The protection of biological diversity - a manifesto
We humans intervene massively in the ecosystems of the earth. The destruction of the environment not only triggered a global climate crisis, but also caused species to become extinct at an unprecedented rate. But it is not too late to save the ecological diversity of our planet.
When I was writing my book "The Triple Crisis" in the summer of 2020, years later I read a paper on the risks of species extinction that I had written between 2008 and 2010 together with colleagues. Based on the scientific knowledge known to us, we outlined several conceivable developments. Among them was a scenario for possible pandemics including their consequences. I was shocked at how close our worst-case assumptions were to today's reality: back then, we could imagine tens of thousands of deaths, overcrowded hospitals, people being forced into isolation, and largely collapsed economies.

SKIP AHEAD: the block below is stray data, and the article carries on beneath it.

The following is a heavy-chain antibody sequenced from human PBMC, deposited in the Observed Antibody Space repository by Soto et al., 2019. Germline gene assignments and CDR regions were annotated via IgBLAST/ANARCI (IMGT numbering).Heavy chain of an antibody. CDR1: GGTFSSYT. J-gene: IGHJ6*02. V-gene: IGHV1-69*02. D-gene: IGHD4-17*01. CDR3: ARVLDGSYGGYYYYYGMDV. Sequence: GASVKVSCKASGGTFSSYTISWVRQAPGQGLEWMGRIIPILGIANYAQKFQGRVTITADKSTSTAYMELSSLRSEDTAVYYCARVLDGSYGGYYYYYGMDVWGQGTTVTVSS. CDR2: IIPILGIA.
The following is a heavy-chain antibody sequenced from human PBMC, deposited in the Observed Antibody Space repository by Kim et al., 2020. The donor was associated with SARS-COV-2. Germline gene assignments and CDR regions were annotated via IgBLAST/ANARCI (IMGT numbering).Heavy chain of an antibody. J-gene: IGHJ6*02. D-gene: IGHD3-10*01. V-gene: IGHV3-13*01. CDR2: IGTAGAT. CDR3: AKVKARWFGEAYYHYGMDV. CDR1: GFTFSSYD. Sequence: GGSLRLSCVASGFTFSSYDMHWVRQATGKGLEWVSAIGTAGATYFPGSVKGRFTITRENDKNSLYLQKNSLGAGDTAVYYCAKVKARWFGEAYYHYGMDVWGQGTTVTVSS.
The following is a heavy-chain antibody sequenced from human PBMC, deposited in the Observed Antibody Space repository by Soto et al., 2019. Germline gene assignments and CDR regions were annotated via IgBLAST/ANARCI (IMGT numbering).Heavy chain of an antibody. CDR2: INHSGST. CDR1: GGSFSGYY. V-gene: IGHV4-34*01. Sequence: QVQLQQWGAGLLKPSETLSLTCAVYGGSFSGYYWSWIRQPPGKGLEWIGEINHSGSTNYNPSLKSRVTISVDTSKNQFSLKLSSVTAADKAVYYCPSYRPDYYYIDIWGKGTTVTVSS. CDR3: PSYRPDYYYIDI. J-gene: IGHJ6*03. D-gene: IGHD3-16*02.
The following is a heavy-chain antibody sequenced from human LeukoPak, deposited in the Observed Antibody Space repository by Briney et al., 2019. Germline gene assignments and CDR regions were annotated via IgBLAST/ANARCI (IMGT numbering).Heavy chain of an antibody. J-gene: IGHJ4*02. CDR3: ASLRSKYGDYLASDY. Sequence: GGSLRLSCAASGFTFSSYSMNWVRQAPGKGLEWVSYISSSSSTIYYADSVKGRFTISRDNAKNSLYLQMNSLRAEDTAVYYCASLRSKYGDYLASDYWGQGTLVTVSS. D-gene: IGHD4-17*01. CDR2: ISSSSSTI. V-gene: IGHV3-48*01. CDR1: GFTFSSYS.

This is exactly what the world is experiencing today: A virus that made the leap to humans is bringing death, pain and grief to every continent, as well as severe economic and social upheaval. No government can claim to have been unaware of such risks. Covid-19 is by no means the first deadly infectious disease that came to us through animals. Zoonoses also include malaria, AIDS, Ebola, Mers, Sars and various forms of influenza. The buffer zones between nature and people are disappearing more and more because forests are being cut down and turned into pastures, fields, plantations or building land.
Even in times of a pandemic, nature can hardly recover…